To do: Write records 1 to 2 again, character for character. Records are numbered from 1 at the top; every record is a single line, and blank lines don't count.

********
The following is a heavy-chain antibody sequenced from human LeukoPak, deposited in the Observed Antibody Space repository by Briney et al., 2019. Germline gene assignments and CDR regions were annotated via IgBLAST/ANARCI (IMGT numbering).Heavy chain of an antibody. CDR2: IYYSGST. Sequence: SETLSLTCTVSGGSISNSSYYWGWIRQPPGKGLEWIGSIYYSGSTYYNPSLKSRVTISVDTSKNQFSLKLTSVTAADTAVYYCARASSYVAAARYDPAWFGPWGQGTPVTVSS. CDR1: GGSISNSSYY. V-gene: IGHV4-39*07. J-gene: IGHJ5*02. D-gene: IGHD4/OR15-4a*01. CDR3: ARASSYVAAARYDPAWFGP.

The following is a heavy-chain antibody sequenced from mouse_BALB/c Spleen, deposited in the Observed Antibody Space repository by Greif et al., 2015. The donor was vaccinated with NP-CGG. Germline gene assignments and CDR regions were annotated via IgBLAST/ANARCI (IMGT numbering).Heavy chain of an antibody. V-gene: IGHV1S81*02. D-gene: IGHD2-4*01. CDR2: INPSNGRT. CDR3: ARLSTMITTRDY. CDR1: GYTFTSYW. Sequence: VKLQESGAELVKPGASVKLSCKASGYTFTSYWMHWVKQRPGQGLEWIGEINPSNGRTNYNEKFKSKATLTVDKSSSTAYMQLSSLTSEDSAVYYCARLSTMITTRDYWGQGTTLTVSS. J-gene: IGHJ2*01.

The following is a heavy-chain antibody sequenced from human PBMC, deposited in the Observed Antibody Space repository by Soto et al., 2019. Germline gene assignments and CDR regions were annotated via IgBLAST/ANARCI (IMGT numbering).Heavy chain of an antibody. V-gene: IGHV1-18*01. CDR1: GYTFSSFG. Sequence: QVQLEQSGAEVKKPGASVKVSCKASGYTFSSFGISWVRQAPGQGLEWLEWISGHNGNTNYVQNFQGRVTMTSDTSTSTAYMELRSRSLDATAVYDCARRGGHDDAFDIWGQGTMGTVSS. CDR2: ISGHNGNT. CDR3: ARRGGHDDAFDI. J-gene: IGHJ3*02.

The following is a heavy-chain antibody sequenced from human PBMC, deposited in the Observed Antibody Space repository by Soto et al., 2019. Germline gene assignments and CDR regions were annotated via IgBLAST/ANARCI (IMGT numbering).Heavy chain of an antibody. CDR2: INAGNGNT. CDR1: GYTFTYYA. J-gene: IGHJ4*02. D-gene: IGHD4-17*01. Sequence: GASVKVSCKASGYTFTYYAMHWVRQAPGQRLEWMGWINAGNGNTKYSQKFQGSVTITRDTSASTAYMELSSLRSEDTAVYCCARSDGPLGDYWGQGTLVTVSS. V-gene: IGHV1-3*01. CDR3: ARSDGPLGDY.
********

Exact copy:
The following is a heavy-chain antibody sequenced from human LeukoPak, deposited in the Observed Antibody Space repository by Briney et al., 2019. Germline gene assignments and CDR regions were annotated via IgBLAST/ANARCI (IMGT numbering).Heavy chain of an antibody. CDR2: IYYSGST. Sequence: SETLSLTCTVSGGSISNSSYYWGWIRQPPGKGLEWIGSIYYSGSTYYNPSLKSRVTISVDTSKNQFSLKLTSVTAADTAVYYCARASSYVAAARYDPAWFGPWGQGTPVTVSS. CDR1: GGSISNSSYY. V-gene: IGHV4-39*07. J-gene: IGHJ5*02. D-gene: IGHD4/OR15-4a*01. CDR3: ARASSYVAAARYDPAWFGP.

The following is a heavy-chain antibody sequenced from mouse_BALB/c Spleen, deposited in the Observed Antibody Space repository by Greif et al., 2015. The donor was vaccinated with NP-CGG. Germline gene assignments and CDR regions were annotated via IgBLAST/ANARCI (IMGT numbering).Heavy chain of an antibody. V-gene: IGHV1S81*02. D-gene: IGHD2-4*01. CDR2: INPSNGRT. CDR3: ARLSTMITTRDY. CDR1: GYTFTSYW. Sequence: VKLQESGAELVKPGASVKLSCKASGYTFTSYWMHWVKQRPGQGLEWIGEINPSNGRTNYNEKFKSKATLTVDKSSSTAYMQLSSLTSEDSAVYYCARLSTMITTRDYWGQGTTLTVSS. J-gene: IGHJ2*01.